- Thompsen RM, Corrougher GJ: Burn prevention. Burn care and therapy. Edited by: carrougher G. 1998, New york: Mosby, 497-524.Google Scholar
- Wu XW, Herdon DN, Spies M, Sandford AP, Wolf SE: Effects of delayed wound excision and grafting in severely burned children. Arch surg. 2002, 137: 1049-1054. 10.1001/archsurg.137.9.1049.View ArticleGoogle Scholar
- Chester DL, Pappini RPG: Skin and skin substitutes in burn management. Trauma. 2004, 6 (2): 87-99. 10.1191/1460408604ta303oa.View ArticleGoogle Scholar
- Olaitan PB, Iyidobi EC, Olaitan JO, Ogbonnaya IS: Burns and scalds: First aid home treatment and implications at Enugu, Nigeria. Ann Burn Fire Dis. 2004, 17 (2): 61-63.Google Scholar
- Linares AZ, Linares HA: Burn prevention: the need for a comprehensive approach. Burns. 1990, 16: 281-5. 10.1016/0305-4179(90)90140-R.View ArticlePubMedGoogle Scholar
- Perry S, Difede J, Musngi G, Frances AJ, Jacobsberg L: Predictors of posttraumatic stress disorder after burn injury. Am J Psychiatry. 1992, 149 (7): 931-935.View ArticlePubMedGoogle Scholar
- Wibbenmayer LA, Amelon MA, Loret de Mola RM, Lewis R, Kealy GP: Trash and brush burning: An underappreciated mechanism for thermal injury in a rural community. J burn care rehabil. 2003, 24 (2): 85-89. 10.1097/01.BCR.0000054174.74803.7F.View ArticleGoogle Scholar
- Hettiaratchy S, Papini : ABC of burns, Initial management of burns: an Overview. BMJ. 2004, 328: 1555-57. 10.1136/bmj.328.7455.1555.View ArticlePubMedPubMed CentralGoogle Scholar
- Sabrahmanyam M: Topical application of honey in treatment of burns. Br J Surg. 1991, 78 (4): 497-498. 10.1002/bjs.1800780435.View ArticleGoogle Scholar
- Adesukanmi K, Oyelami OA: The pattern and outcome of burn injuries at Wesley Guild Hospital, Ilesha, Nigeria: a review of 156 cases. J Trop Med Hyg. 1995, 97 (2): 108-112.Google Scholar
- Momoh MI, Okugbo SU, Ohanaka EC, Ugbeye ME: Causes and risk factors in burns; Experience from Benin city. Nigerian journal of surgical sciences. 2000, 10 (2): 103-11.Google Scholar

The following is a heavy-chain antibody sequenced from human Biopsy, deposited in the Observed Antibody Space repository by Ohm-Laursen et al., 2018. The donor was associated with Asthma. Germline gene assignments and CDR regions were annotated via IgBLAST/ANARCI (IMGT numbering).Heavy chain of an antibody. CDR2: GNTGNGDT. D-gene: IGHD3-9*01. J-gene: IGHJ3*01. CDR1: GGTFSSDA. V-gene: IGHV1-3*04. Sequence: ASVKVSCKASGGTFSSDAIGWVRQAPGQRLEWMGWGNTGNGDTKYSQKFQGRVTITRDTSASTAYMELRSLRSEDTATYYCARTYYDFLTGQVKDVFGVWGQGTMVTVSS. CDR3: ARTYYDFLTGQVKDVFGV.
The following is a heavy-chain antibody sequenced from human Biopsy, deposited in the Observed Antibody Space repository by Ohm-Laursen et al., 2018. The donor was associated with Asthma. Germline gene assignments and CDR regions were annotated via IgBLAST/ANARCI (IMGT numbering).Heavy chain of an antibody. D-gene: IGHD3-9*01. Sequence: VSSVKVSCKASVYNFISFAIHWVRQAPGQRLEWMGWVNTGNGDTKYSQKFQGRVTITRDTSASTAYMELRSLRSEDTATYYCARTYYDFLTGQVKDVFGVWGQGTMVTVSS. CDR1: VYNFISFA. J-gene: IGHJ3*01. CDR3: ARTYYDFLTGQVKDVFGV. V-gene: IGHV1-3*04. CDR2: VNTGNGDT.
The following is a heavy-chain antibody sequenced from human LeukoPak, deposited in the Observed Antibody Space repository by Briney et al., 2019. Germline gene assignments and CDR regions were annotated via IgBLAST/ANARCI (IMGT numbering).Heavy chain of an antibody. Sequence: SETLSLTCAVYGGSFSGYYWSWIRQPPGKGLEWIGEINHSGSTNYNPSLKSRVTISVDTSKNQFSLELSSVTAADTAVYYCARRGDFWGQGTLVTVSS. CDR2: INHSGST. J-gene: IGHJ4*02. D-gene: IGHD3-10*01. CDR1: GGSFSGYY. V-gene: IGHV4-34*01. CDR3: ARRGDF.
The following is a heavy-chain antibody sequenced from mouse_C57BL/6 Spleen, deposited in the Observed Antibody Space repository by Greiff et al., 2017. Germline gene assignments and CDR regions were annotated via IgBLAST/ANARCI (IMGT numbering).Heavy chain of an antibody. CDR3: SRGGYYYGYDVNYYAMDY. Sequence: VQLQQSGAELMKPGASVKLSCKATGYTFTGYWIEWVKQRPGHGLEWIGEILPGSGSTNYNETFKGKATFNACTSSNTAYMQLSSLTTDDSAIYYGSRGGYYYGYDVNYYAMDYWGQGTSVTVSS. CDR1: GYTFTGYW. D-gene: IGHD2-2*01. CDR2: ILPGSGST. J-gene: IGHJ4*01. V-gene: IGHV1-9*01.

- Song C, Chua A: Epidemiology of burn injury in Singapore from 1997–2003. Burns. 2005, 31 (suppl 1): 18-26. 10.1016/j.burns.2004.10.005.View ArticleGoogle Scholar
- Attia AF, Sherif AA, Massoud MN, Abou-Nazel MW, Arafa MA: Epidemiological and sociocultural study of burn patients in Alexandria, Egypt. East Med Health J. 1997, 3 (3): 451-61.Google Scholar
- Fasika OM: Changing pattern of burn Epidemiology and the compliance factor in management at Ibadan. The Nigerian post graduate med J. 1997, 4 (2).Google Scholar
- Dogo D, Yawe T, Na'Aya HU: Burns injury in North eastern Nigeria. Nig J Surg. 1997, 4 (1): 19-22.Google Scholar
- Lawrence JC: First aid measures for the treatment of burns and scalds. J wound care. 1996, 5: 319-322.PubMedGoogle Scholar
- Nguyen OL, Gun RT, Sparnon AL, Ryan P: The importance of immediate cooling in a case series of childhood burn in Vietnam. Burns. 2002, 28: 173-6. 10.1016/S0305-4179(01)00094-8.View ArticlePubMedGoogle Scholar
- Datubo-Brown DO, Kejeh BM: Burn injuries in Port Harcourt, Nigeria. Burns. 1989, 15 (3): 152-154. 10.1016/0305-4179(89)90170-8.View ArticlePubMedGoogle Scholar
- The pre-publication history for this paper can be accessed here:http://www.biomedcentral.com/1472-6963/7/171/prepub
This article is published under license to BioMed Central Ltd. This is an Open Access article distributed under the terms of the Creative Commons Attribution License (http://creativecommons.org/licenses/by/2.0), which permits unrestricted use, distribution, and reproduction in any medium, provided the original work is properly cited.